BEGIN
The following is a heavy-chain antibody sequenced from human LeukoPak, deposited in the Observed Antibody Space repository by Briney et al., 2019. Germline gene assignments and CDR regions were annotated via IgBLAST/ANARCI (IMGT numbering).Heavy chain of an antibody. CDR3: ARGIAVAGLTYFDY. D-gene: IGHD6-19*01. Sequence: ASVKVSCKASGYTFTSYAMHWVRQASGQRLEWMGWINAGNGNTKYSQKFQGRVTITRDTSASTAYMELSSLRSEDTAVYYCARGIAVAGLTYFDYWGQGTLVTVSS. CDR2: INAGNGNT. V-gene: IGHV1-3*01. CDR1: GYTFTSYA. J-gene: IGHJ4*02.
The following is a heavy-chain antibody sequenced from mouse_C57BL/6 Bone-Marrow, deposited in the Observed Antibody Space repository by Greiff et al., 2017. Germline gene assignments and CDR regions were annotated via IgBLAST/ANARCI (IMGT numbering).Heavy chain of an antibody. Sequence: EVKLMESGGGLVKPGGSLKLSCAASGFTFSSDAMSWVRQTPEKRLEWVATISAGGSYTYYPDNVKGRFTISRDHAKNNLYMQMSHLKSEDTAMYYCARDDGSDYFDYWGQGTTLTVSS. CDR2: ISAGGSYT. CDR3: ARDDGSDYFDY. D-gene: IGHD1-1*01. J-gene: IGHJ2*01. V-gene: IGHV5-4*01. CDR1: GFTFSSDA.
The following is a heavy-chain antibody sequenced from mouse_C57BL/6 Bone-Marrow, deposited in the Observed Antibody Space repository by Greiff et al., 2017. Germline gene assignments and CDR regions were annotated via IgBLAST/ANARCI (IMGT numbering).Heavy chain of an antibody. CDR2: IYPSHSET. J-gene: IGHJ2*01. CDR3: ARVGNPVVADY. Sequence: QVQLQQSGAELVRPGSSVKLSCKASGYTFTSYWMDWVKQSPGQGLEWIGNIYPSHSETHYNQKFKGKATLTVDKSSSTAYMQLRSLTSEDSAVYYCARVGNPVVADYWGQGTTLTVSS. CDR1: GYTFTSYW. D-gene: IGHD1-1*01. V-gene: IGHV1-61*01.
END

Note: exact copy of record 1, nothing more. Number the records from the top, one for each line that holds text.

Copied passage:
The following is a heavy-chain antibody sequenced from human LeukoPak, deposited in the Observed Antibody Space repository by Briney et al., 2019. Germline gene assignments and CDR regions were annotated via IgBLAST/ANARCI (IMGT numbering).Heavy chain of an antibody. CDR3: ARGIAVAGLTYFDY. D-gene: IGHD6-19*01. Sequence: ASVKVSCKASGYTFTSYAMHWVRQASGQRLEWMGWINAGNGNTKYSQKFQGRVTITRDTSASTAYMELSSLRSEDTAVYYCARGIAVAGLTYFDYWGQGTLVTVSS. CDR2: INAGNGNT. V-gene: IGHV1-3*01. CDR1: GYTFTSYA. J-gene: IGHJ4*02.